On January 24, over 400 winemakers, distributors, executives, journalists and other wine-world luminaries convened at The New York Public Library for Wine Enthusiast Magazine’s Wine Star Awards Dinner. This was Wine Enthusiast’s fifth annual awards dinner, during which the magazine honored outstanding achievements in the wine and spirits industries.
Adam Strum, Wine Enthusiast Magazine’s publisher and editor, introduced the master of ceremonies for the evening, wine educator nonpareil Kevin Zraly. With his trademark energy and humor, Zraly kept the evening lively, even encouraging attendees to reveal the first wines they consumed as young people. Among the evening’s highlights were the acknowledgement of Oakville’s native son, Robert Mondavi, who braved a brutal winter storm to support Oakville’s Wine Region of the Year award. Gina Gallo also offered gracious remarks to Lifetime Achievement Award winner John DeLuca on behalf of her father, Bob. DeLuca responded with moving and eloquent remarks that acknowledged his family and colleagues.
Other highlights included the warm reception for Ted Baseler of Chateau Ste. Michelle, who accepted the winery’s American Winery of the Year award, and the stirring remarks offered by Man of the Year, Mel Dick, president of the wine division of Southern Wine & Spirits.
Palm Bay Imports’ David Taub, accepting the award for Importer of the Year, remarked on just how far the industry has come: "My father, Martin, got in the business importing Italian wines at $2.80 a case," he recalls. "And I remember him saying, ‘why so much?’"
This year was also the first year that Wine Enthusiast honored a Restaurateur of the Year; the recipient, Jean-Georges Vongerichten, was on hand to accept his award just after having catered Donald Trump’s wedding over the weekend. — Tim Moriarty
The honorees, front row: Sandro Boscaini, president of Masi Agricola, European Winery of the Year; Max L. Shapira, president of Heaven Hill Distilleries, Distiller of the Year; David and Robert Trone, owners of Total Wine & More, Retailer of the Year. Back row: David Taub, president of Palm Bay Imports, Importer of the Year; Lifetime Achievement Award recipient John DeLuca; Man of the Year Mel Dick, president of the wine division of Southern Wine & Spirits America; Ted Baseler, CEO and president of Ste. Michelle Wine Estates for Chateau Ste. Michelle, American Winery of the Year; Rafael Guilisasti, vice chairman of Concha y Toro, New World Winery of the Year; Adam Strum, publisher and editor of Wine Enthusiast Magazine; Ren Harris, representing Oakville, Napa Valley, Wine Region of the Year; Winemaker of the Year Jacques Lardière, technical director and joint managing director of Louis Jadot. Not pictured: Jean Georges Vongerichten, Restaurateur of the Year.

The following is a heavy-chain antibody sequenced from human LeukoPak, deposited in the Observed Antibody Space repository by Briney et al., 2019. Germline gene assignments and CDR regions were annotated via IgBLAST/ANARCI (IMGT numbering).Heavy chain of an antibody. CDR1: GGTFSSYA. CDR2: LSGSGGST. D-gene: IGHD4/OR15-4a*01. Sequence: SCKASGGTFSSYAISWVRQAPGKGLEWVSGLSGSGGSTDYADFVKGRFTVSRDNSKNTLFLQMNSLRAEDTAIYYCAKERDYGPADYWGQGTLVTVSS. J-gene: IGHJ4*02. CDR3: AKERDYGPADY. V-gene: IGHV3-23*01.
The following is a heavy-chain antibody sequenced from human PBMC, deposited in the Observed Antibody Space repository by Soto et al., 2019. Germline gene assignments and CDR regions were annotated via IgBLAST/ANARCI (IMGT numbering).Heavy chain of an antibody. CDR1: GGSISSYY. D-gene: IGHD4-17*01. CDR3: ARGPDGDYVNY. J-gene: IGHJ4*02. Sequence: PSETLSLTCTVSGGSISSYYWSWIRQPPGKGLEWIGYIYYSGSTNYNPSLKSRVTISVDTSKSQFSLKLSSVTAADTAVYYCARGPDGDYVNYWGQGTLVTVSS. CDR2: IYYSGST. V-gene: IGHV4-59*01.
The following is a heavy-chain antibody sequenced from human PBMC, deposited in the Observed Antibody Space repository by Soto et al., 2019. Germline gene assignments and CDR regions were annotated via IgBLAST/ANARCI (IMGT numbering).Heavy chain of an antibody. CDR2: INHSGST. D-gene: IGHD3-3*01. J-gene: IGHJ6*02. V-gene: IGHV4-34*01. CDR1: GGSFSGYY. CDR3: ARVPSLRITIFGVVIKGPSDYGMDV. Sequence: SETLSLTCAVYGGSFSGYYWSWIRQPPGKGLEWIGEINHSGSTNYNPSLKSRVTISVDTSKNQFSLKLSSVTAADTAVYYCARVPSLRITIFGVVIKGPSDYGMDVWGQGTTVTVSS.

Chairs with Flair
Design Within Reach announces new Champagne Chair contest winners
For more of this month’s Enth Degree, check out the April issue of Wine Enthusiast Magazine
Sipping and Sleeping in the Great Lakes State
Some Michigan wineries are now offering accommodations, too The locals laughed at the first winemaker who planted grapes in northern Michigan. No one’s laughing today. Traverse City is home to dozens of winemakers, and wine lovers are trekking out to taste their wares. And now there’s a reason to stay: Three local vintners now also run luxury inns. Visit these wineries and you can linger over your samples. Once you’ve finished tasting, the visit has only begun.
Chateau Chantal (15900 Rue de Vin, Traverse City; tel: 800.969.4009; rooms from $135), a turreted, hilltop inn and winery, brings Europe to mind with damask linens and reproductions of French masters on the walls. Chateau Chantal’s tasting room opens after hours for inn guests’ exclusive use. And in the morning, you’ll wake to the smell of fresh-baked cherry scones, chevre quiche and strong coffee.